Help Young Children Create and Maintain Healthy Habits
Positive habits and routines can lay the foundation for healthy and fulfilling lives. Here’s how we can help children create those habits from an early age.
There’s no question that adhering to healthy habits and routines can lay the groundwork for health, focus, and success throughout one’s life. Parents and caregivers can help babies and toddlers create those positive habits from an early age.
As adults, it’s easy to spend most of our time monitoring our children’s developmental milestones, like teaching them to crawl, grip a toy, or potty training. These developmental wins are certainly important, and it’s exciting when our kids meet and surpass them. Still, it’s just as important to teach and expose our young children to healthy lifestyle habits, such as stress mitigation, good-quality sleep patterns, choosing healthy foods, and incorporating physical activity early in their lives.
But, teaching these skills can be difficult, especially when many adults struggle to hold on to healthy habits themselves. Fortunately, there are research tools to help us when we’re not quite sure what to do. Author and New York Times reporter Charles Duhigg suggests that all habits follow a pattern called the habit loop, which involves a clear cue or something that triggers the desired behavior, an easy-to-follow routine, and a reward that motivates our kids to repeat that routine.
With an understanding of how habits are formed, here are some suggestions to help our young children develop positive habits.
Create consistent and straightforward routines around the desired positive habit you’d like your child to assume and repeat. For example, if you are trying to teach healthy bedtime and sleep habits, it’s important to implement the same bedtime routine every night, which will eventually spark the desire for sleep in your child. This routine can take many forms. Here’s an example:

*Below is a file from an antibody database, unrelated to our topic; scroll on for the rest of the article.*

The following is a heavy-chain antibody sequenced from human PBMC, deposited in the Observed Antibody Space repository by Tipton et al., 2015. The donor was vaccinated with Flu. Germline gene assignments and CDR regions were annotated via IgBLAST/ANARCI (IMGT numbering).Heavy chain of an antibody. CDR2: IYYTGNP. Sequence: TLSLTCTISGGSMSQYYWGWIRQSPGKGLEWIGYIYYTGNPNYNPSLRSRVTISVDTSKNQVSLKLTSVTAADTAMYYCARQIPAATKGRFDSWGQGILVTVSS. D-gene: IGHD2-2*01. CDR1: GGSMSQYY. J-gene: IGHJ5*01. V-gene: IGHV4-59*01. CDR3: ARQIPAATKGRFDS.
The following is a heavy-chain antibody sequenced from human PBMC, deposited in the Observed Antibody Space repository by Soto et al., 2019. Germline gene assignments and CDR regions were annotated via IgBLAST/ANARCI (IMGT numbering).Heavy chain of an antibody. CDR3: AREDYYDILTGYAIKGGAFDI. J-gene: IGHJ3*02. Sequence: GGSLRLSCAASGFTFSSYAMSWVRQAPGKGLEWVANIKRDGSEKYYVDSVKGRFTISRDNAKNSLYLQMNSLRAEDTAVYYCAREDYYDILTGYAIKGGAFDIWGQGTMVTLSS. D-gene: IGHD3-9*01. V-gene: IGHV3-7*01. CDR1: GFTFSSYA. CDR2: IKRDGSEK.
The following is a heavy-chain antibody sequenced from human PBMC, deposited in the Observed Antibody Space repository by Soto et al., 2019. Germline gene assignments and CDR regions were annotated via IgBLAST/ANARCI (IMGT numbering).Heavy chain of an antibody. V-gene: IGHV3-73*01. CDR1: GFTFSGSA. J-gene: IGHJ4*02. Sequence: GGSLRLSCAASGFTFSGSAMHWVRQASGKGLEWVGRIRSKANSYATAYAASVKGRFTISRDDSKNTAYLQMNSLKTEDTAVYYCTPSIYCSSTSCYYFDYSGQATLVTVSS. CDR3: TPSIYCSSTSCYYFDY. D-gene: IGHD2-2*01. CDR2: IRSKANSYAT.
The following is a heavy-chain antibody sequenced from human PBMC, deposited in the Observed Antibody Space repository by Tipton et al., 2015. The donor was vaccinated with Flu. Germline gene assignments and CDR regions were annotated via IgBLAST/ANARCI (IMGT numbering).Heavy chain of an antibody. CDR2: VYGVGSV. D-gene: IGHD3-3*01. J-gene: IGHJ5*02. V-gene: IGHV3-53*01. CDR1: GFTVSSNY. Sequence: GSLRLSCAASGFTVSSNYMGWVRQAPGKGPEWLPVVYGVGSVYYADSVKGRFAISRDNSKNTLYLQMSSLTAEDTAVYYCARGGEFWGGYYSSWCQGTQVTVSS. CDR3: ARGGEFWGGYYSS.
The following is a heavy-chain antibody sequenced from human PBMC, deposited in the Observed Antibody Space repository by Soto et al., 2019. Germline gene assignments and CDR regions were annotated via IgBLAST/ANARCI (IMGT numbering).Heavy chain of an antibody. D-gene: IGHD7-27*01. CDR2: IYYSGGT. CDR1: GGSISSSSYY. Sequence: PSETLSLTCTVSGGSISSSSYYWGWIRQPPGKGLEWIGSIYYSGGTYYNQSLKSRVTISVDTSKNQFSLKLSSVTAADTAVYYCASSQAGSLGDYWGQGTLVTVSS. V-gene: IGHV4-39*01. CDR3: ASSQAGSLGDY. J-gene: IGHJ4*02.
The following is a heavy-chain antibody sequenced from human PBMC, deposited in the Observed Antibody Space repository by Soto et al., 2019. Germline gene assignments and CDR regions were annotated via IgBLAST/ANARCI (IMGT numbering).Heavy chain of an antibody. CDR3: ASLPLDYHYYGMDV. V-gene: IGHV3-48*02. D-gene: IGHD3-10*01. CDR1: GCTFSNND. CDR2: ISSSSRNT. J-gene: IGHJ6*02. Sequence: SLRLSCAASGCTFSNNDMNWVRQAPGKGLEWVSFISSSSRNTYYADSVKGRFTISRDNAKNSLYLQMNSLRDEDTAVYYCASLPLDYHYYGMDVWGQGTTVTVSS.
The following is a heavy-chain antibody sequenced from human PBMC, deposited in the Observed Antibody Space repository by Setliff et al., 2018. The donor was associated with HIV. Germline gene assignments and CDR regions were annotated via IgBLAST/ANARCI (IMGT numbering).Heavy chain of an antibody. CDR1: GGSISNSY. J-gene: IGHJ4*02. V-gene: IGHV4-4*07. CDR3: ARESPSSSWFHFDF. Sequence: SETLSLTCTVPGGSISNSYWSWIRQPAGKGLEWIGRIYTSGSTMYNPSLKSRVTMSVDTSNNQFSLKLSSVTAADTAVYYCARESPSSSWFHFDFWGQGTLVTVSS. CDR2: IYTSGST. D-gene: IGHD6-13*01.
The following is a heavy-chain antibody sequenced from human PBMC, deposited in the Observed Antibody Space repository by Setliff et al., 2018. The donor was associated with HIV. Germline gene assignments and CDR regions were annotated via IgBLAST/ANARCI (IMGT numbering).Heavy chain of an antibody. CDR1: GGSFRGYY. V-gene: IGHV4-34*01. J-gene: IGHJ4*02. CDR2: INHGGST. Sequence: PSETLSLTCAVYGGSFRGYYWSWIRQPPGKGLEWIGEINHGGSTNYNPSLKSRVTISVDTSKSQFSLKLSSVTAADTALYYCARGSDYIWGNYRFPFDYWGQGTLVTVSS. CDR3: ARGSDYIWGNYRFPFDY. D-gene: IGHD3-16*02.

Pick a time to consistently implement your bedtime routine. From there, you can move into bath time, change into sleep clothes, read a book, brush teeth, get in bed, sing a song, and then lights out.
After consistent repetition of your chosen bedtime routine, you will have established a positive pattern, and your child will have full insight into what happens next, making bedtime much more successful and enjoyable for everyone.
Model Positive Behaviors
Children learn by watching the everyday behaviors of the adults around them, so it’s important to model the habits you want to instill in your young audience. For example, try to eat meals and snacks with your child when possible, and let them see you enjoy healthy foods like whole grains and fresh produce during mealtimes. You can also help model positive hygiene habits by letting your kids join you when brushing your teeth or washing your hands. Our kids are also paying attention to how we react in stressful or frustrating situations, so show them how taking a few deep breaths can help us to move forward in a calm and levelheaded manner.
Acknowledge and Reward
Positive reinforcement is one of the most powerful forms of motivation, and behaviors that get rewarded get repeated. When it comes to establishing routines, the reward is what helps our children determine if that behavior is worth doing again and again. When establishing new routines or positive behaviors, choosing rewards that your child cares about is important. It can be a sticker, a trip to the museum, or a special treat. Anything that you can truthfully provide will work. If a reward is promised, it needs to be delivered.
Once a habit is established, the initial reward can be phased out but continue to celebrate desired behaviors. When you see your child doing things right, take that opportunity to express your happiness, acknowledge the behavior in a positive and excited manner, and celebrate the little victories when you see them.
Over time, our kids will become more intrinsically motivated, and healthy habits will become mainstays in their day-to-day lives.
About Us: Early Intervention Colorado provides services and supports to children experiencing delays from birth until the child’s third birthday. Services are available at no cost to families. To learn more, visit www.rmhumanservices.org/ei.